2013 Frances Lincoln Diverse Voices Award – Shortlist

Diverse Voices Award logoTomorrow the winner of this year’s Diverse Voices Award will be announced at Seven Stories in Newcastle, UK.  Sadly, I won’t be able to be there (though for the best of all possible reasons, since I’ll be heading towards Singapore for AFCC) – however, I will be keeping alert for the announcement,  as the shortlist, announced earlier this week, certainly promises an exciting winning entry.

The competition is open to all writers who have not previously had a work of fiction published.  This year there are three manuscripts in the shortlist, and each writer offers plenty of food for thought in their reasons for writing their middle-grade novel and entering the Award:

paw_sm_MC  One of a Kind by Jude (Najoud) Ensaff, set in war-torn Iraq…

The idea for One of a Kind was born out of truth. Like many people who write, she wrote about something she knew: her childhood and later experiences, her losses and joys, then and now. Jude says: “Coming from a mixed race background, my father being Turkman and Muslim and my mother having been Welsh and Christian, I offer a unique perspective on cultural diversity from both a racial and religious perspective. I lived in Kuwait for part of my childhood but in 1990 following the invasion of Kuwait, my family settled in the UK in Wales, and I have lived in the UK ever since.

paw_sm_MC   Samosa Girl by Swapna Haddow, about a girl who develops super powers…

The idea for Samosa Girl arose from Swapna’s secret fantasy to be a superhero. She says: “Whilst I’m not a superhero myself and I’m yet to happen upon a magical samosa, or at least one that doesn’t give me a dodgy tummy, this novel is embellished with the humorous anecdotes of my own upbringing as a second generation Indian in Britain.”  She’s glad to see that there are far more books for children that celebrate ethnicity in their characters nowadays but felt there was a need for a tale of fun and mayhem, that honoured the strength of childhood friendship, something every child could relate to no matter what their background.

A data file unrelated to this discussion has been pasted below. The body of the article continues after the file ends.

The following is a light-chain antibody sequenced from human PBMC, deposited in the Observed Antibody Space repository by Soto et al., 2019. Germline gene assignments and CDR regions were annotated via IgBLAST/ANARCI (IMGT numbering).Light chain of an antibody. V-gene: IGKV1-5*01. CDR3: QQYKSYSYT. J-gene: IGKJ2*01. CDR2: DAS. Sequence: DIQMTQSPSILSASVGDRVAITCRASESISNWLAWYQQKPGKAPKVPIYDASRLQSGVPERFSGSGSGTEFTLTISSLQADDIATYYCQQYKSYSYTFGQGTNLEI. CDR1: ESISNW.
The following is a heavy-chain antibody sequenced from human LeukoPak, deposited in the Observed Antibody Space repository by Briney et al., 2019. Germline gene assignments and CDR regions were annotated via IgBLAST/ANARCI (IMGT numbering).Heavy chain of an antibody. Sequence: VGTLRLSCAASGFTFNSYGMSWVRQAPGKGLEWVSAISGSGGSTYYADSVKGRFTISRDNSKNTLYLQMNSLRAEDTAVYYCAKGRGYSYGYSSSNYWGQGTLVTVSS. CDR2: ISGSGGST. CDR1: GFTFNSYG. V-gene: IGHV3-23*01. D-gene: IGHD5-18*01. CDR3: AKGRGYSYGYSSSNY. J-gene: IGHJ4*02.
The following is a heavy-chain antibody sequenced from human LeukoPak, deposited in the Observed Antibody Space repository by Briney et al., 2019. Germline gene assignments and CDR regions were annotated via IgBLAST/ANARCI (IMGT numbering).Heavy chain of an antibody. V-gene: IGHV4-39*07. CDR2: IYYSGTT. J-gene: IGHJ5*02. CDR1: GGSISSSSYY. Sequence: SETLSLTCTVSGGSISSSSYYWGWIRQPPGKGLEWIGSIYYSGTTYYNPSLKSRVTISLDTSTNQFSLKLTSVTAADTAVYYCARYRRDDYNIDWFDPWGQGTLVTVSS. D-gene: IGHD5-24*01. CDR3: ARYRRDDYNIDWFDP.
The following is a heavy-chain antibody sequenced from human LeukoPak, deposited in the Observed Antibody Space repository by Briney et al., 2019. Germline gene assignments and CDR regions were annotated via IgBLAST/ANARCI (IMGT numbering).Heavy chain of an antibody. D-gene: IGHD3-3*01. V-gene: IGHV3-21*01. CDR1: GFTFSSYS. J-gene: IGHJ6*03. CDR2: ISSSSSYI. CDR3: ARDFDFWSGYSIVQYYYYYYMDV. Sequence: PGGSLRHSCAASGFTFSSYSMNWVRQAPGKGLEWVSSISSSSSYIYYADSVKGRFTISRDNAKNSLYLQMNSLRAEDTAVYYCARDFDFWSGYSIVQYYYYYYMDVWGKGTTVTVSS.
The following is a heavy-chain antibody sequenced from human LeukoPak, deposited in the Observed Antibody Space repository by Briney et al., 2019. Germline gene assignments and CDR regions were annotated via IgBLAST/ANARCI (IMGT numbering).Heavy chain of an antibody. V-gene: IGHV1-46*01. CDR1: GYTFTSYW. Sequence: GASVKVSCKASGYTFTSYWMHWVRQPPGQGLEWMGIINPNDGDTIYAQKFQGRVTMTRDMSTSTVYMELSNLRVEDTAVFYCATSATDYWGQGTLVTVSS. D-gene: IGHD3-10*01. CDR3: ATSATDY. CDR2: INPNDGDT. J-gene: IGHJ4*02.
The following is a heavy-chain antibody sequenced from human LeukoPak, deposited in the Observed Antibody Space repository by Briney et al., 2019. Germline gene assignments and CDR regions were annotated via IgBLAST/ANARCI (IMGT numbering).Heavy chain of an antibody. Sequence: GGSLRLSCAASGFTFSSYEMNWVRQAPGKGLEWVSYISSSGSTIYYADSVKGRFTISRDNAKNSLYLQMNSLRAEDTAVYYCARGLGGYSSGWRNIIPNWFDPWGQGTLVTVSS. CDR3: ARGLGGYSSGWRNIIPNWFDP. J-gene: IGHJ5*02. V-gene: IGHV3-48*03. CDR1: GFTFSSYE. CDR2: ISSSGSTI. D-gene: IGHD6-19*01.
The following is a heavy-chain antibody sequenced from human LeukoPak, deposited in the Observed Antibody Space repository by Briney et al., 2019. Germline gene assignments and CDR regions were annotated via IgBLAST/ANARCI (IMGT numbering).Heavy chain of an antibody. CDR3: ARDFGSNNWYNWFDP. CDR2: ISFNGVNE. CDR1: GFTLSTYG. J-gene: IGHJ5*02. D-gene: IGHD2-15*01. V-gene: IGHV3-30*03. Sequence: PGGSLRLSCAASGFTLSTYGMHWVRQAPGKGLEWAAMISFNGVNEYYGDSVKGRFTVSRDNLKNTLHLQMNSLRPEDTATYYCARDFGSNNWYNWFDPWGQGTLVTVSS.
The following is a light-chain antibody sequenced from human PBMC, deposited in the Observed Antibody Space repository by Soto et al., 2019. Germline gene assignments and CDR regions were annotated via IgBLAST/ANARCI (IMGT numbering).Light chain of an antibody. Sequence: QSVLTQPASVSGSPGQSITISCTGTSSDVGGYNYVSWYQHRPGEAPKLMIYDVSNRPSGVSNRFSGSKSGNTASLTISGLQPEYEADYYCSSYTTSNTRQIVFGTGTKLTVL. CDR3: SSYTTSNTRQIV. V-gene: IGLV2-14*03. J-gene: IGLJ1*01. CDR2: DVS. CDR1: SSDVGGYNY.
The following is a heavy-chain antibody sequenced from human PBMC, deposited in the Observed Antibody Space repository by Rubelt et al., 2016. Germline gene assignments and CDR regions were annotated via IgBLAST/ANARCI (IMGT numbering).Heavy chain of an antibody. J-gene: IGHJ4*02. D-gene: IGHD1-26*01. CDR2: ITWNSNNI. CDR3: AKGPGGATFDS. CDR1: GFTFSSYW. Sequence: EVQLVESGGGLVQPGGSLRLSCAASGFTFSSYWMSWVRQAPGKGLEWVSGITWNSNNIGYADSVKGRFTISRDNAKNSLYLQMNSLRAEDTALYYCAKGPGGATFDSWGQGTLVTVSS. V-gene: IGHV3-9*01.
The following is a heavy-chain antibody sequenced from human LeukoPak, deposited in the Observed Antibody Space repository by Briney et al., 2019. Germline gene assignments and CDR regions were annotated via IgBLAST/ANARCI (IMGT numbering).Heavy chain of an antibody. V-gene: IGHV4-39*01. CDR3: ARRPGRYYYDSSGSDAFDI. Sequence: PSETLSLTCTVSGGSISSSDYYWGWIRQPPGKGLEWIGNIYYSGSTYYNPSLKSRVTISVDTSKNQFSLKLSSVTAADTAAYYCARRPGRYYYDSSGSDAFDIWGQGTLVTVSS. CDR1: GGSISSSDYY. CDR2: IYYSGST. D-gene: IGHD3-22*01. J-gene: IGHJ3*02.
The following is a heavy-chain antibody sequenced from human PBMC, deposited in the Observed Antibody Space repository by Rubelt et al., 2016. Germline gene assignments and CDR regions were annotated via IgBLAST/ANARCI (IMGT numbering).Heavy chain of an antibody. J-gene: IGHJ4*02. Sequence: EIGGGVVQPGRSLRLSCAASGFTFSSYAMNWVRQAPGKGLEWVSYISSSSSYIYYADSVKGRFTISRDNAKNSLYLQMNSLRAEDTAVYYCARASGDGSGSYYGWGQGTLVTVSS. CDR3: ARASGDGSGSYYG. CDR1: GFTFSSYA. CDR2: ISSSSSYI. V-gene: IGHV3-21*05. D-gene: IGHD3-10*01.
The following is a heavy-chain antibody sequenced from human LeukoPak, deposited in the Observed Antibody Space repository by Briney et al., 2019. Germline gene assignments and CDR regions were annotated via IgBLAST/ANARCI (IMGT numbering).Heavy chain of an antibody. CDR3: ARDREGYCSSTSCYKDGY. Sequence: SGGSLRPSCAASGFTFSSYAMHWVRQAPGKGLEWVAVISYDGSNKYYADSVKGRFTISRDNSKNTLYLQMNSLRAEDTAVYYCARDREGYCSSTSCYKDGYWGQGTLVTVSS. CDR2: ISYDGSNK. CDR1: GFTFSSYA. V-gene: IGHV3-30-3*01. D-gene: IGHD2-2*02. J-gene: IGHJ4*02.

paw_sm_MC  You’re Not Proper by Tariq Mehmood, set in a town”seething with Islamophobia”…

Tariq Mehmood entered the award because his three children are from diverse religious, cultural and religious backgrounds. Kashmiri, Pakistani, Tamil and English. Like many children in England, they have multiple identities. Tariq says: “I have children who are not white, who read a lot, but they themselves are fictionally invisible and where they do come into characters which may be close to them, at best they are appendages to white characters or they might as well be white. In Diverse Voices, I saw the recognition of the importance of creating a new literary landscape that reflected the world around us, that is blooming with thousands of different flowers, in which children are its scents.” In You’re Not Proper, Tariq Mehmood aims to make the  fictionally invisible,visible by creating characters whose existence is shaped not only by their ‘communities’ but also by the major issues of Islamophobia, war and identity.

You can read the synopses of their books, and more about the Award itself, in the Diverse Voices press release here.  This is a very exciting shortlist and no doubt the judges have their work cut out.  All will be revealed tomorrow!

(And an interesting coincidence – Swapna also has a picture-book manuscript shortlisted for the SingTel Asian Picture Book Award, which will be announced at AFCC next week…)

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